Rufus Thomas (March 26, 1917 – December 15, 2001) was a rhythm and blues and soul singer from Memphis, Tennessee, United States, who recorded on Sun Records in the 1950s and on Stax Records in the 1960s and 1970s. He was the father of soul singer Carla Thomas (best known for the classic song "B-A-B-Y") and keyboard player Marvell Thomas.
Formed in 1962 in Memphis, Tennessee, Booker T and the MG's ("MG" officially stood for "Memphis Group", and is usually punctuated correctly on LP covers as "M.G.") became one of the most important soul outfits in the history of music.
Arthur Lee Conley (January 4, 1946 – November 17, 2003) was an American soul singer. He is best known for the 1967 hit Sweet Soul Music which shot to the number two spot on both the pop and R&B charts in America, earning Conley the number eleven male artist ranking for 1967. The song pays homage to great soul singers like Lou Rawls, Wilson Pickett and James Brown.
Johnnie Harrison Taylor (born May 5, 1937, Crawfordsville, Arkansas; died May 31, 2000, Dallas, Texas) was an American musician that sang in a wide variety of genres, including blues, disco, gospel, pop, and soul.
Allen Toussaint (born January 14, 1938) is an American musician, songwriter and record producer and one of the most influential figures in New Orleans R&B who was inducted into the Rock and Roll Hall of Fame in 1998.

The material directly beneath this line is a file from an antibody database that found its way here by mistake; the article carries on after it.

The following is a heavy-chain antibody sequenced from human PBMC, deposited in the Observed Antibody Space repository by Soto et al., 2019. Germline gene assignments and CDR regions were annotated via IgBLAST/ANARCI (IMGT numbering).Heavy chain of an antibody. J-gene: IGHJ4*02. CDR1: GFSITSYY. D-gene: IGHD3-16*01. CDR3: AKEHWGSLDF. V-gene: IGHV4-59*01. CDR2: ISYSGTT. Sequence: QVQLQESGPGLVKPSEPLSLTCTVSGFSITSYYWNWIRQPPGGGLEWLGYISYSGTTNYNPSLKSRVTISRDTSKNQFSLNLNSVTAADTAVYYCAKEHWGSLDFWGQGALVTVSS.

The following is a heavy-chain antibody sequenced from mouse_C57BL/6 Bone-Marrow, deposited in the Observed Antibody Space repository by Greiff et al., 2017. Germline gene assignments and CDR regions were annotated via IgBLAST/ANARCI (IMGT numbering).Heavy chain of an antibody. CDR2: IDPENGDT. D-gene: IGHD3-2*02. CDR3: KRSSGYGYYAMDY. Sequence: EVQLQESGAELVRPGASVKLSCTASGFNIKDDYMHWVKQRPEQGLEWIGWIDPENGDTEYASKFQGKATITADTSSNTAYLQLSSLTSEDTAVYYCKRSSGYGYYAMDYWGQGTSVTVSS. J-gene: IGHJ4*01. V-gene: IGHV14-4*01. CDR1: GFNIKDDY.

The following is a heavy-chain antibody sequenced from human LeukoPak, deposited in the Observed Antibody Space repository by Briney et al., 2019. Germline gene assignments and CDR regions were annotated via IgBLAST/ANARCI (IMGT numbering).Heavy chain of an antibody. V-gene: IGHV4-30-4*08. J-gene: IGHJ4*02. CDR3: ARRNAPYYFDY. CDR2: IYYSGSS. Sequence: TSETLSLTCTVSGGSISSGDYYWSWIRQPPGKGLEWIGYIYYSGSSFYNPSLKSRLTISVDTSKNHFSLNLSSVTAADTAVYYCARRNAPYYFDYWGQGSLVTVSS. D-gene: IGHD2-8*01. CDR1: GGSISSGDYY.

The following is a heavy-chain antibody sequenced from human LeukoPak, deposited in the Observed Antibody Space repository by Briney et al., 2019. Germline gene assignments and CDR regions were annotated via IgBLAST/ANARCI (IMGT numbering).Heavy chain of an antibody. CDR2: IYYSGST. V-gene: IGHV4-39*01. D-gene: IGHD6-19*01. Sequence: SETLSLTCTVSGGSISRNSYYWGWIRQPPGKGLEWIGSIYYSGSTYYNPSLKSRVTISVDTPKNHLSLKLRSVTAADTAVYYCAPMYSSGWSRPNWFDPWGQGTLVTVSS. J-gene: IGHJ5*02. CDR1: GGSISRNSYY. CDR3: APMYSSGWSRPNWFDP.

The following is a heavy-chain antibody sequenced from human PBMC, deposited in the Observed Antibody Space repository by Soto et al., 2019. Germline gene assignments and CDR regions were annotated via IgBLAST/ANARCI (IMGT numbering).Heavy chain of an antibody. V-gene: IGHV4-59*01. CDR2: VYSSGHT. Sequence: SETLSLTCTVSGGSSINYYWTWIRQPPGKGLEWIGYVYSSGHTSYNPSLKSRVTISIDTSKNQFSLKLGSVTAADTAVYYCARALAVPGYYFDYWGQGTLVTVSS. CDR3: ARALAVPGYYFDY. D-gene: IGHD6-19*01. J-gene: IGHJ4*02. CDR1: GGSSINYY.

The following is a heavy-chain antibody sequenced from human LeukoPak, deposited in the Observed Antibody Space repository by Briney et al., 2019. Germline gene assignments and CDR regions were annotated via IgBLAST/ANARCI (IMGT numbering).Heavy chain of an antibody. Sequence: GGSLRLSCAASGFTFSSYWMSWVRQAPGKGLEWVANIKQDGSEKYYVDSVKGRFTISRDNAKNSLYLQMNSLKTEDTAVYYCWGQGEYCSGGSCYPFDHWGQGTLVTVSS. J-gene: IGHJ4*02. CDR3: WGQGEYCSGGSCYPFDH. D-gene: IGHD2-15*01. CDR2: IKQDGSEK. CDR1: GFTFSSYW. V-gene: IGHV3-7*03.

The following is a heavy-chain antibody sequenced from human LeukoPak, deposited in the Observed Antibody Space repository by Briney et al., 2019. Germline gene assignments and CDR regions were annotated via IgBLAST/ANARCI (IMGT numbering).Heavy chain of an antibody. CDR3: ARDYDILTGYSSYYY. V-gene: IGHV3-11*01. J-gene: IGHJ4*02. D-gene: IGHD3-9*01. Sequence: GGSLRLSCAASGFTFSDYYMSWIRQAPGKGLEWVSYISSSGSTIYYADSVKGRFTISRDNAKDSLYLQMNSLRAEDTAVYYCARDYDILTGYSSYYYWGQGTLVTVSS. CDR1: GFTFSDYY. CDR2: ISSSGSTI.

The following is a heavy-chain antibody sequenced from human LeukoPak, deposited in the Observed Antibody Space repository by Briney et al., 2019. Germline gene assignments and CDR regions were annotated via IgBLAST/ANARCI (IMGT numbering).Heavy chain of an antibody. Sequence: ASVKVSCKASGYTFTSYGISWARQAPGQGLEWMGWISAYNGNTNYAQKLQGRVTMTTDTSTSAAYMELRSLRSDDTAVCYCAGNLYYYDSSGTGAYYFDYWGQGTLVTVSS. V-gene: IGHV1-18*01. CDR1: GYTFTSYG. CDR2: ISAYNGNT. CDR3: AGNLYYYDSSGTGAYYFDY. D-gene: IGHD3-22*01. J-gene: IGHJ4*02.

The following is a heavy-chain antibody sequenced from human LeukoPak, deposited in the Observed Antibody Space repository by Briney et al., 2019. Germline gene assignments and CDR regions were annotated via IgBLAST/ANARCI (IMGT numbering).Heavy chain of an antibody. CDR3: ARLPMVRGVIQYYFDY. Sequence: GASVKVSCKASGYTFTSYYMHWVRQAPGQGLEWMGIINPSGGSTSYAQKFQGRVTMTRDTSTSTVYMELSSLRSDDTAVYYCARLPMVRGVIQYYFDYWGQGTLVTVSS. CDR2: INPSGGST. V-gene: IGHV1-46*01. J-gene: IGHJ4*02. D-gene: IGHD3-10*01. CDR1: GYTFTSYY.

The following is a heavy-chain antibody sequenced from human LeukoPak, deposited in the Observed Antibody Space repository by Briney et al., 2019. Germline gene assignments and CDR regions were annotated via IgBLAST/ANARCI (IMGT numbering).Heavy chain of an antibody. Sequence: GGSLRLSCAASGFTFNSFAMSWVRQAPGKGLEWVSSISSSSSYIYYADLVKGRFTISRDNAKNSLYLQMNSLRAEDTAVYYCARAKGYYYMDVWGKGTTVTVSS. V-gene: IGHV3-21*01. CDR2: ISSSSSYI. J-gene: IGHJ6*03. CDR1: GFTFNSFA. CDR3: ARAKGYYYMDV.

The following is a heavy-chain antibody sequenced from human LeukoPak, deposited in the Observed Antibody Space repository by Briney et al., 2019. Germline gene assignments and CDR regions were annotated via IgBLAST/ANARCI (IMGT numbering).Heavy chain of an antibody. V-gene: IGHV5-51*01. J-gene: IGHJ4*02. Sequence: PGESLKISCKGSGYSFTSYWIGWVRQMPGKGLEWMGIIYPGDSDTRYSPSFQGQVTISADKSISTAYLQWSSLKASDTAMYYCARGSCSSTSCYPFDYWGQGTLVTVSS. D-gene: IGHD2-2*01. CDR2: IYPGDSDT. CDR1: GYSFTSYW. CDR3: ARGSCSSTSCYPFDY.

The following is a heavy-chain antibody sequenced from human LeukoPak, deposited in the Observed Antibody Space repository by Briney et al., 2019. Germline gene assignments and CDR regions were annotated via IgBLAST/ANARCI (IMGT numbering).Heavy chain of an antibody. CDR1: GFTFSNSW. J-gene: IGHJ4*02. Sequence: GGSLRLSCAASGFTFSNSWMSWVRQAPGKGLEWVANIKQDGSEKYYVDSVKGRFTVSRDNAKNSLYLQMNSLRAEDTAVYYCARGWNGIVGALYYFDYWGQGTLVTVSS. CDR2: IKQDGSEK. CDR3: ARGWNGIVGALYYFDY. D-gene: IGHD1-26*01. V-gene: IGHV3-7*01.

Billy Preston (9 September, 1946 - 6 June, 2006) was an American soul and rock singer-songwriter, famously known as a child prodigy pianist before releasing several rnb hits (including #1 smashes "Will It Go 'Round in Circles" and "Nothing From Nothing") and working with classic artists such as Aretha Franklin and The Beatles.
Don Covay (Donald Randolph, March 24, 1938, Orangeburg, SC, USA) is an American rhythm & blues singer and songwriter, most active in the 1950s and 1960s, who received a Pioneer Award from the Rhythm and Blues Foundation in 1994.
Lee Dorsey (December 24, 1924 – December 2, 1986) was an American rhythm & blues singer. His biggest hits were "Ya Ya" (1961) and "Working in the Coal Mine" (1966). Much of his work was produced by Allen Toussaint with instrumental backing provided by the Meters.
1) Little Milton (September 17, 1934—August 4, 2005) was the stage name for Milton Campbell, Jr., a blues vocalist and guitarist best known his hits "Grits Ain't Groceries" and "We're Going to Make It." Most popular in the sixties, he became one of the lesser known greats of the genre, combining traditional lyrical structure with smoother production.
"Brother" Jack McDuff, Sometimes credited as "Brother" Jack McDuff (September 17, 1926 -- January 23, 2001) was a jazz organist and bandleader prominent during the soul jazz era of the 1960s. Born Eugene McDuffy in Champaign, Illinois, McDuff began playing bass, appearing in Joe Farrell's group.
Ramsey Lewis, drummer Isaac "Redd" Holt and bassist Eldee Young formed the Ramsey Lewis Trio. They started as primarily a jazz unit but after their hit, "The In Crowd", in 1965 (the single reached fifth place on the pop charts, and the album second place) the trio concentrated more and more on pop material.